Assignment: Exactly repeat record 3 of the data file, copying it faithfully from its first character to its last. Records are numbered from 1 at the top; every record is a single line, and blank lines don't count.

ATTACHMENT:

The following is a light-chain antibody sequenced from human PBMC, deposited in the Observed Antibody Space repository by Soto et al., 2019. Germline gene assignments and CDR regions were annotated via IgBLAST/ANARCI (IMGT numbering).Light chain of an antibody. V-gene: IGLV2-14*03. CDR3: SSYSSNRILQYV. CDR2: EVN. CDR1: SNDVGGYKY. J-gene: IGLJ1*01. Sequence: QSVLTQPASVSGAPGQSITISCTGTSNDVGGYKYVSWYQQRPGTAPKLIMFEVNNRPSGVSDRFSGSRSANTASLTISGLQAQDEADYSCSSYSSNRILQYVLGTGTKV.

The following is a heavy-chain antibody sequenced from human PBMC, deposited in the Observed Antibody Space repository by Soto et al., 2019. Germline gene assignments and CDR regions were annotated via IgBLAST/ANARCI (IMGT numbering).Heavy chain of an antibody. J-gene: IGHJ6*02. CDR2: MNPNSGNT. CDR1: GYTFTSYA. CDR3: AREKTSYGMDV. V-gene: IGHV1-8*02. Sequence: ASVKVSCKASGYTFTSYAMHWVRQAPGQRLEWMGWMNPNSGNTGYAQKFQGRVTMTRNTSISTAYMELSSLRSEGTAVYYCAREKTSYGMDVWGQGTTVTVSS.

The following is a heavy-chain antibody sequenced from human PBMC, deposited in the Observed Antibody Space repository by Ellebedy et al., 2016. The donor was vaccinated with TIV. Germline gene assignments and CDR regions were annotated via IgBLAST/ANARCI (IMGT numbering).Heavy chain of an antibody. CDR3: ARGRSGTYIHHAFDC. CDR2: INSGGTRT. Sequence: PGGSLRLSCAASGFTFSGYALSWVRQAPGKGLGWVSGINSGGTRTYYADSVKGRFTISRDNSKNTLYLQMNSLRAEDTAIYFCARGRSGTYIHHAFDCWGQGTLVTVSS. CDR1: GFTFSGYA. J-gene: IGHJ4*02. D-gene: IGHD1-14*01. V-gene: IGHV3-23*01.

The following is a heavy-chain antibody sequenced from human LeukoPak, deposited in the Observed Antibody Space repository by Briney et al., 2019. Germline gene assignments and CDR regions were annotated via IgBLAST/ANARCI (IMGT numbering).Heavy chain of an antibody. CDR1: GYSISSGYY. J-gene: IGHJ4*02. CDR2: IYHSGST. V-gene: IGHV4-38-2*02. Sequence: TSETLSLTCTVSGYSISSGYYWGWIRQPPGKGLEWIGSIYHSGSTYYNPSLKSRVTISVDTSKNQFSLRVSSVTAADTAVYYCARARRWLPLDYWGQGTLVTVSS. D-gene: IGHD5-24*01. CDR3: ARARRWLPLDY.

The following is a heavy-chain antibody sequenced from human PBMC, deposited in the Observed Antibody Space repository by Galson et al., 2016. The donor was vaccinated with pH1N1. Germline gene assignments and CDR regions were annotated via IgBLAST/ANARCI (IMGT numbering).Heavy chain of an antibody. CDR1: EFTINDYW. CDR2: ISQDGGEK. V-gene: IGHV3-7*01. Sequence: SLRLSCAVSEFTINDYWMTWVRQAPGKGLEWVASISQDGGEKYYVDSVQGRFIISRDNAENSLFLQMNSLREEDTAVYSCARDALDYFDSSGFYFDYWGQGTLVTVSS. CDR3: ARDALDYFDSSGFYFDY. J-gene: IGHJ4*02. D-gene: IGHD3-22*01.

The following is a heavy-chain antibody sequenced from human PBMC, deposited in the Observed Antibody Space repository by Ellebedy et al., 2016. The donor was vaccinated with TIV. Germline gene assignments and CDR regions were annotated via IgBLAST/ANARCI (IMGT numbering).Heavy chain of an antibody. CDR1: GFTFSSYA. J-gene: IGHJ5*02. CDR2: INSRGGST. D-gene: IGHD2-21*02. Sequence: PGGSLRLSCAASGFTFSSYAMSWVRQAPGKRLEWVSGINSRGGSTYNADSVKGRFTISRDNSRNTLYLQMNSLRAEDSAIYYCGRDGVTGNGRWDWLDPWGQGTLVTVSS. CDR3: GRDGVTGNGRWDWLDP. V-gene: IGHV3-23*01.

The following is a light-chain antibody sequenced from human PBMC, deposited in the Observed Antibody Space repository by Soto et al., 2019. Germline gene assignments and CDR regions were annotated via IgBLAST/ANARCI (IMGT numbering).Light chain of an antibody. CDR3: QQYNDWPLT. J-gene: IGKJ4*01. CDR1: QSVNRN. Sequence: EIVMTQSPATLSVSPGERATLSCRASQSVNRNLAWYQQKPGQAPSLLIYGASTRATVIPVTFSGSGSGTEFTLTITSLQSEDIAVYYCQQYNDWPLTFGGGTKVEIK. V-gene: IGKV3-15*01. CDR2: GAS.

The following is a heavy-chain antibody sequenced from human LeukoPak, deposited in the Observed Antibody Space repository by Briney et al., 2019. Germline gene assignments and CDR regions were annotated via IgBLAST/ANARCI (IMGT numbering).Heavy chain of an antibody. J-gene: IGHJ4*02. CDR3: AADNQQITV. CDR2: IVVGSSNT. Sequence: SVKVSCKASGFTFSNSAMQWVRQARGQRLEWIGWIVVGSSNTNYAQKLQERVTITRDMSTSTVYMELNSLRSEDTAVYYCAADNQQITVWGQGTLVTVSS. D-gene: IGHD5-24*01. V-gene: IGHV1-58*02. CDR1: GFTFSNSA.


The following is a heavy-chain antibody sequenced from human PBMC, deposited in the Observed Antibody Space repository by Ellebedy et al., 2016. The donor was vaccinated with TIV. Germline gene assignments and CDR regions were annotated via IgBLAST/ANARCI (IMGT numbering).Heavy chain of an antibody. CDR3: ARGRSGTYIHHAFDC. CDR2: INSGGTRT. Sequence: PGGSLRLSCAASGFTFSGYALSWVRQAPGKGLGWVSGINSGGTRTYYADSVKGRFTISRDNSKNTLYLQMNSLRAEDTAIYFCARGRSGTYIHHAFDCWGQGTLVTVSS. CDR1: GFTFSGYA. J-gene: IGHJ4*02. D-gene: IGHD1-14*01. V-gene: IGHV3-23*01.